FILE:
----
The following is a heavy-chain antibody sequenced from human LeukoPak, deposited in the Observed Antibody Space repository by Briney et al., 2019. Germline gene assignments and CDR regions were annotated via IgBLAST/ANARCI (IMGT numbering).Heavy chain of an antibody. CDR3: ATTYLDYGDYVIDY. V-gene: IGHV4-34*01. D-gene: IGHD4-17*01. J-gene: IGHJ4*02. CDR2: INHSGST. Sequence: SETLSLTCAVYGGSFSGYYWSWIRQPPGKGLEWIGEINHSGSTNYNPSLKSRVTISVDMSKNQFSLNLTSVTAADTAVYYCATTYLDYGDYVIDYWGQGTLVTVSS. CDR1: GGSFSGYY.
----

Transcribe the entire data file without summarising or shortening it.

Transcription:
The following is a heavy-chain antibody sequenced from human LeukoPak, deposited in the Observed Antibody Space repository by Briney et al., 2019. Germline gene assignments and CDR regions were annotated via IgBLAST/ANARCI (IMGT numbering).Heavy chain of an antibody. CDR3: ATTYLDYGDYVIDY. V-gene: IGHV4-34*01. D-gene: IGHD4-17*01. J-gene: IGHJ4*02. CDR2: INHSGST. Sequence: SETLSLTCAVYGGSFSGYYWSWIRQPPGKGLEWIGEINHSGSTNYNPSLKSRVTISVDMSKNQFSLNLTSVTAADTAVYYCATTYLDYGDYVIDYWGQGTLVTVSS. CDR1: GGSFSGYY.